would end there, spent firecrackers.
    If I were French, I’d capture post-peak, in July,
    the petals floppy, creased brown with age,
    the stamens naked, stripped of yellow filaments.
    The bees lazy now, bungling the ballet, thinking
    for the first time about October. If I were French,
    I’d prefer this, end with the red-tipped filaments
    scattered on the scorched brown grass,
    and my poem would incite the sophisticated,
    the French and the Japanese readers—
    because the filaments look like matchsticks,
    and it’s matchsticks, we all know, that start the fire.

    When I look at the poem above, listen to the youtube poem we heard, and think about the poem this woman dedicated to her child I realized that it all sounds alike. When I read or listen to her work, more than likely I can tell that it is her voice. While I do not like her as a person, I do like her work. Sometimes her poems don’t make sense as a whole, but the descriptions are very earthy, very vibrant, and I can tell what’s going on only in that moment. But once I move past it, I forget about it. My own poems tend to be narrative, the reader leaves knowing what I am trying to say usually. I finish the poem knowing what I am trying to say. My descriptions aren’t vibrant, but in a way, they can be very, very grungy—which isn’t bad.

  2. Liam March 2, 2012 / 8:54 pm

    Beth is bold.

    She has this strength to her voice that I really admire. I want that strength: I work for it.

    Her poetry is lush and vivid. She writes of things usually left unwritten. She shows you through her poetry experiences, details and other things that you may have not seen. But you can see everything clearly because she makes it so.

    I can not say that my aesthetic is very similar to Beth’s but I can say that I do admire it: quite a bit.

    She is more clear, more precise, more fine tuned in her poetic voice.

    I am more vague, I hide some things from my reader’s view because I often write poetry for myself rather than an audience.

    She is more interested in external reality than I am. I am more interested in internal reality, the dynamics of emotion, thoughts and fears. I like abstract and often bizarre imagery in my poetry.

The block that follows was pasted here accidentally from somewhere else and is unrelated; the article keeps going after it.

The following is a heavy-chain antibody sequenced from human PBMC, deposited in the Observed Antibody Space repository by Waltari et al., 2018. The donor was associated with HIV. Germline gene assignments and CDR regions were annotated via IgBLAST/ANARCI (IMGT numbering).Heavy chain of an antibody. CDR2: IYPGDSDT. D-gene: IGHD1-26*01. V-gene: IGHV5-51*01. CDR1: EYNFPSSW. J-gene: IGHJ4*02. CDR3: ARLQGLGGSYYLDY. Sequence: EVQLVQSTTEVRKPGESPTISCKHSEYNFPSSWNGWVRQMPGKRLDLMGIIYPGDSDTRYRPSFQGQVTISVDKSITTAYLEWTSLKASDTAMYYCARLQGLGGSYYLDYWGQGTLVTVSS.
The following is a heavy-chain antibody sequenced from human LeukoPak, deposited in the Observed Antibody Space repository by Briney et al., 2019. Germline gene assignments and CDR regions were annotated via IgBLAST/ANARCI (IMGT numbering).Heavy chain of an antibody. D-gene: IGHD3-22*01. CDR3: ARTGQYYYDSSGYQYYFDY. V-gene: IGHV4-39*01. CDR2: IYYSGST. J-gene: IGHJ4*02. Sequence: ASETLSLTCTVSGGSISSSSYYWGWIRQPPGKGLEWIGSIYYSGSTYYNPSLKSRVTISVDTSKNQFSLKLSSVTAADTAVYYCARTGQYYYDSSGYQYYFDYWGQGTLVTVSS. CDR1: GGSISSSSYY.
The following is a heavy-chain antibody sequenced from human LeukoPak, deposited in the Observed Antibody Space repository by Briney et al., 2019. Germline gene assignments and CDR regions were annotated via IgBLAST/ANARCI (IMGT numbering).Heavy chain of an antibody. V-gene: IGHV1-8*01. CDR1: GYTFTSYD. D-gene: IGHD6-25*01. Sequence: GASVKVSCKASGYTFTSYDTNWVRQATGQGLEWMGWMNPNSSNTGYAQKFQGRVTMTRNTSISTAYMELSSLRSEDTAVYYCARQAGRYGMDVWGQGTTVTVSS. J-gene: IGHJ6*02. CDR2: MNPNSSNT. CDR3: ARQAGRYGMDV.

I do believe we share the common drive to discover more from life. I also think that my poetry could have the capacity to morph into something more similar to Fenelly’s. I don’t limit myself. I want to play with my poetry and maybe try writing more externally involved poems. It can give your poetry this strength that I feel mine lacks. It can shock, it can surprise and enlighten. I want to do all of these things.

    I am a loving person. I can often cross lines that others do not. I am not afraid to show who I really am. I think those are the main similarities between Fenelly and I and I think it impacts both of our work and for the better.

  3. liv March 8, 2012 / 12:11 pm

    I definitely agree with Liam. Beth Ann’s poems are so lively and bold. The verbs she uses tumble over each other to create amazing scenes. I also love how stark straight forward her work can be. I don’t feel like there’s a bunch a fluff in between, it’s pretty concise.

    I don’t think I can say that my writing is a lot like hers but it’s definitely fair to day that I would like my writing to go more in the direction that hers leans towards. I would like to see my poetry become more concise and maybe even stark. I do however feel like my writing is like hers in the sense that she (at least in my opinion) writes for an audience. She uses broad descriptions and has relatable topics. I feel like I share that trait with her.